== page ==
02/16/2012 05:10 EST | Updated 04/17/2012 05:12 EDT

Marijuana Could Be the Government's Best Friend

Legalizing marijuana could ensure the scant resources that exist in the criminal justice system were not spent on the investigation and prosecution of Canadian citizens who use marijuana for pain. And let's not forget, we could take a nice chunk out of our deficit with the revenue that would come into the government coffers through taxing this drug.

When the Liberal Party of Canada voted at their biennial convention to legalize and regulate marijuana, some joked that the 77 per cent who backed the non-binding resolution must have inhaled.

As a criminal lawyer who defends average people who face charges simply for seeking relief from chronic pain or other illnesses from the drug, I say the Liberals are on the right track in adopting the ideology that marijuana should be legalized and taxed ­-- just like tobacco.

This is not a new concept; but it's encouraging to see this is still on a Liberal agenda. In fact, several years ago, the Liberals were planning on decriminalizing possession of small amounts of marijuana. It was heralded as a great move to eliminate all sorts of minor offences that clogged the courts at great cost to taxpayers. At the same time, it recognized that marijuana is not the same drug as cocaine, ecstasy, and many of the other illicit substances that are contained with the Controlled Drugs and Substances Act.

Unfortunately, that all disappeared with the Conservative government and a more law-and-order agenda. Instead we have seen an increase in penalties that are applied to possession and production of marijuana, which is in the wrong direction.

The already scarce resources that exist in the criminal justice system ought not to be spent on the investigation and prosecution of Canadian citizens who use marijuana for pain relief, anti-nausea, or frankly, to just relax. The thousands of dollars that are wasted on these types of cases are real dollars going to waste when more money is needed for health care and education.

We need a dramatic shift in ideology to a new regime that would recognize that marijuana itself has true medical benefits and ought to be removed as an illegal drug under the CDSA and be regulated under federal legislation.

The reality is science has long recognized the legitimate medicinal benefits of the chemicals contained in marijuana. The drug provides not just analgesic assistance, but is also a successful treatment for nausea, inflammation, pain and may have broader benefits beyond those we have scientific evidence of. There are many Canadians using marijuana lawfully for medicinal purposes. But, because the current system is so incredibly ponderous, many average Canadians are turning to growing the plant for themselves in desperation for the same relief those who have the authorizations.

What has been of significant concern over the last year and a half to two years is many individuals who have been prescribed, or are trying to obtain prescriptions for marijuana for legitimate health issues, have had tremendous difficulty in gaining access to medical practitioners who sign the authorization applications and in many respects, in spite of very long waiting lists, are forced by Health Canada to see specialists.

In addition, the reality -- at least in Ontario -- is that the vast majority of health practioners are not supporting the program because of the government's influence. To further compound the problem for sick Canadians who need a safe, reliable supply of this medicine, are extensive delays by Health Canada in processing the applications.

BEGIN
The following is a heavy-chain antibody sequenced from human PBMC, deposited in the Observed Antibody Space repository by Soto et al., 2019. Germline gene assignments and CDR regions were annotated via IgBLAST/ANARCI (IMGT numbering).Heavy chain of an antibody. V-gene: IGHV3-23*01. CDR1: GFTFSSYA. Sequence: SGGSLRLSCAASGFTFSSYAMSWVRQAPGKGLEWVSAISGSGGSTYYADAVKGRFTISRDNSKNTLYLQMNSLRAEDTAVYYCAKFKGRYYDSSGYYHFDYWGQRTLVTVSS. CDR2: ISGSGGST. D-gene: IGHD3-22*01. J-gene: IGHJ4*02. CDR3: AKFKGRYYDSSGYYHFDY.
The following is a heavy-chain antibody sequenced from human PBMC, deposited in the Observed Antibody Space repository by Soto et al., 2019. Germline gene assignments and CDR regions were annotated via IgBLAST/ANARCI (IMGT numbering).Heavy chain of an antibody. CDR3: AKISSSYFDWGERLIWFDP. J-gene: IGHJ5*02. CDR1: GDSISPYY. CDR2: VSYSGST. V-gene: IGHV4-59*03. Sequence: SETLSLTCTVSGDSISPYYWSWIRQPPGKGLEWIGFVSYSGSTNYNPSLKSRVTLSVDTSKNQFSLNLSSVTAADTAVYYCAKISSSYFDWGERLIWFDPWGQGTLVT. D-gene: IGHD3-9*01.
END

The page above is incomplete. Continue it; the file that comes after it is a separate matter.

Unfortunately, recent federal legislation [Bill C-10] that impacts prosecution and sentencing in relation to marijuana-related offences, sends the wrong message about marijuana and hence detracts from any legitimacy marijuana deserves as a legitimate medicine.

The more serious a marijuana production offence or possession offence is viewed by government, the more the drug itself is equated with drugs like cocaine, which is patently unfair. The effect is a small number of doctors are willing to prescribe marijuana and the sick individual must find alternative means of gaining access, like growing marijuana on their own at serious risk of being criminally charged.

Sadly, the ensuing prosecution drains them not only of the marijuana, but also the money, putting them at risk of losing their homes, cars, and other assets which are seized and/or restrained under such an investigation. Even if charges are withdrawn, the process itself has a very crushing effect on many individuals who are already quite vulnerable given their medical state.

Now we have Bill-C10 that can see someone growing more than six plants, if convicted, facing a mandatory minimum sentence of six months in jail.

The right direction is to finally recognize that marijuana has legitimate medical benefits and that overall use of marijuana has far less serious side effects and impact than those of alcohol. The effects of alcohol can be far more insidious and damaging to the community. We should recognize that marijuana is a much milder drug than many others, including those that are legitimately prescribed, and allow people to possess and use without fear of criminal sanctions. It's equally important to regulate marijuana under a different regime, where the production and sale can be managed and taxed.

All of illegal commercial grow operations that exist on the black market would have the profit removed and hence would no longer be the problem that it currently is. Once lawful growing and dispensing becomes regulated, the community will not be subjected to the same types of risks that exist now.

And again, let's not forget, we could take a nice chunk out of our deficit with the revenue that would come into the government coffers through taxing this drug.